Here is the next-to-last series of questions and answers from my year-long attempt to offer reflections on the Heidelberg Catechism in honor of its 450th anniversary. They deal with the ‘middle’ section of the Lord’s Prayer, and are especially relevant in the midst of a Christmas season that often generates misplaced desires and longings about what we think we ‘need’. By way of contrast, here are the things for which our Lord instructed us to ask.


Q. 125. What is the fourth petition?

A. “GIve us this day our daily bread.” That is: be pleased to provide for all our bodily needs so that thereby we may acknowledge that thou art the only source of all that is god, and that without thy blessing neither our care and labor nor thy gifts can do us any good. Therefore, may we withdraw our trust from all creatures and place it in thee alone.

Q. 126. What is the fifth petition?

A. “And forgive us or debts, as we also have forgiven our debtors.” That is: be pleased, for the sake of Christ’s blood, not to charge to us, miserable sinners, our many transgressions, nor the evil which still clings to us. We also find this witness of thy grace in us, that it is our sincere intention heartily to forgive our neighbor.



Jesus’ prayer reveals a movement and model that is typically alien to our attempts at prayer, which usually begin with a fervently offered list of things that we need (or think that we need). It is only after we are to first pray that God’s name be glorified, that his will be done, and that his kingdom come that we are to then turn the attention to ourselves–but even that is done in a particular fashion.

By praying for “our daily bread”, we are asking God to provide for the necessities of life and the means by which we are to be sustained. It reminds us that our lives are in God’s hand, that he is the ultimate source of “every good and perfect gift” (James 1:17)–even if it is something as seemingly basic as bread. Yet “daily bread” is really a synecdoche for far more than just the loaf of baked grain that sits on your table.

Luther used to teach that when we pray for and thank God for our daily bread, we are implicitly giving him thanks for the seed and crops and weather from which the grain was produced, for the work of the farmer to plant and harvest, for the work of those who shipped and sold the grain, for the work of the baker who made it, and for that fact that it provides us with the health and strength that we need to do the things that the Lord has prepared for us to do. By praying for “our daily bread”, we are acknowledging that we are dependent upon the Lord for the most basic elements of physical survival. We are also, in a sense, repenting of the false trust that we often place in our finances, resources, or abilities.

Rather than think, “Of course I can make it through this day under my own power. I have the means and ability to purchase the food that I need and the resources to survive on my own.”, this little phrase serves to re-orient our hearts. It also reminds us that we are to pray that God would provide for our basic needs–like food, shelter, and health–rather than indulgent luxuries. This act of petition helps to lodge our trust in God alone, which is where it should be in the first place.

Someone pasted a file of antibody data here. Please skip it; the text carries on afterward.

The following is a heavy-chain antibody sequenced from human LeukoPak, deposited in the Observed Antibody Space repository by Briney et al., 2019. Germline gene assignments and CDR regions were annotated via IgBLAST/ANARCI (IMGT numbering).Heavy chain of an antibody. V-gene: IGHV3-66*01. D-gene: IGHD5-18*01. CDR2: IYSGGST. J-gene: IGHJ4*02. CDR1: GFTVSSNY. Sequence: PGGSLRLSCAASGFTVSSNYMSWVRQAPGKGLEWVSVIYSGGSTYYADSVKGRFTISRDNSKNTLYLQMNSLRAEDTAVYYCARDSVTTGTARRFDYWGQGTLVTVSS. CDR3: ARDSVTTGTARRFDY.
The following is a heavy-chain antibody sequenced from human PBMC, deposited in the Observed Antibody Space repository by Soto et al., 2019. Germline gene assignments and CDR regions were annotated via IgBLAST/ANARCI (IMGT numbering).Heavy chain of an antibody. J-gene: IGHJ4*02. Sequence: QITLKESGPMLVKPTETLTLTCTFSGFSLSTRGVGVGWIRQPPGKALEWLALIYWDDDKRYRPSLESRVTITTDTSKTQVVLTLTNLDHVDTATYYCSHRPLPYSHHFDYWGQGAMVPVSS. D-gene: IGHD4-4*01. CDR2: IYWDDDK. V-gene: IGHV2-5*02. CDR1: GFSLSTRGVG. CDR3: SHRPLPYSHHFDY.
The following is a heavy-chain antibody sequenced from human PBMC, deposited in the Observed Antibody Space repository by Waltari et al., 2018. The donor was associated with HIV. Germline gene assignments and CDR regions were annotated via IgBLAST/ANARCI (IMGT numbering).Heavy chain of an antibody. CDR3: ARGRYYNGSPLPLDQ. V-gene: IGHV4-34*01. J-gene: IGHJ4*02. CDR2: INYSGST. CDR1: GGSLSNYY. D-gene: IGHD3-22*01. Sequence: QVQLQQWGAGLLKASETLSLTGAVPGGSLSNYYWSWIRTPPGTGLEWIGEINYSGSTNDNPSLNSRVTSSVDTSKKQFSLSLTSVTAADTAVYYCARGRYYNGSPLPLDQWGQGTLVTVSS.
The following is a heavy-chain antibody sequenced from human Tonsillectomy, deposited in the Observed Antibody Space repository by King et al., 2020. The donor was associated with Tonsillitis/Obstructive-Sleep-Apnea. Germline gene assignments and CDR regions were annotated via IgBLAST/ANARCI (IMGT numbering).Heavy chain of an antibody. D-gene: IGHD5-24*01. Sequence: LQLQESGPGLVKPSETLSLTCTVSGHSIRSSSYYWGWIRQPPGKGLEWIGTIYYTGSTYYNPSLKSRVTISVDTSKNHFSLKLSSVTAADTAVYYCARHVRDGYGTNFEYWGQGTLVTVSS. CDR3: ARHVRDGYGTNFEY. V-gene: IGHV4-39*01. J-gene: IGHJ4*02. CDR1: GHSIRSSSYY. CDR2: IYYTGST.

If the fourth petition is that God would be merciful to us in our physical life, then the fifth petition is that God would also be merciful to us in our spiritual life. We are to pray that God would be pleased, “for the sake of Christ’s blood”, to forgive our sins–and that his grace would be that which enables us to “heartily forgive our neighbor”.

[A brief aside on the whole “debts/trespasses” thing: I get asked about this a lot because my Methodist and Catholic friends, for example, say “trespasses”, whereas Presbyterians are among those who say “debts”. Here is a brief helpful summary. The point in either case is the same: we are praying for forgiveness of sins.]

I want to offer two thought on this front. First, in contrast to some traditions that either imply or outrightly teach that you only need to pray “the sinner’s prayer” once, we find the first of Luther’s 95 theses, which says that the entire Christian life is to be one of repentance. In other words, we are to continually flee from our sins and remind ourselves that it is only “for the sake of Christ’s blood” that they have been removed from us. Praying that God would “forgive us our debts”  reminds us continually that we are indeed debtors and that God does indeed forgive us in Christ.

Second, it is also possible to err if we think that only the sins which we specifically confess to the Lord are those that he forgives, and that we are to continually pray for forgiveness lest we “miss” one and remain indebted to the Lord. While we are to confess specific sins to the Lord, we also echo the psalmist in saying, “Who can discern his errors? Declare me innocent from hidden faults” (Psalm 19:12).

So it is that we are to continually seek the Lord’s grace and mercy without thinking that it is a “once and done” action or thinking that we are in eternal danger if a long-forgotten sin remains unconfessed. It is this understanding that enables us to reach out and forgive our neighbors when they have slighted us. No one who has truly experienced the unmerited grace of God in Christ can continue to refuse to forgive a fellow sinner–especially when it is a certainty that the way in which they may have offended us pales in comparison to the degree by which we have sinned against our heavenly Father. Being forgiven means being forgiving.

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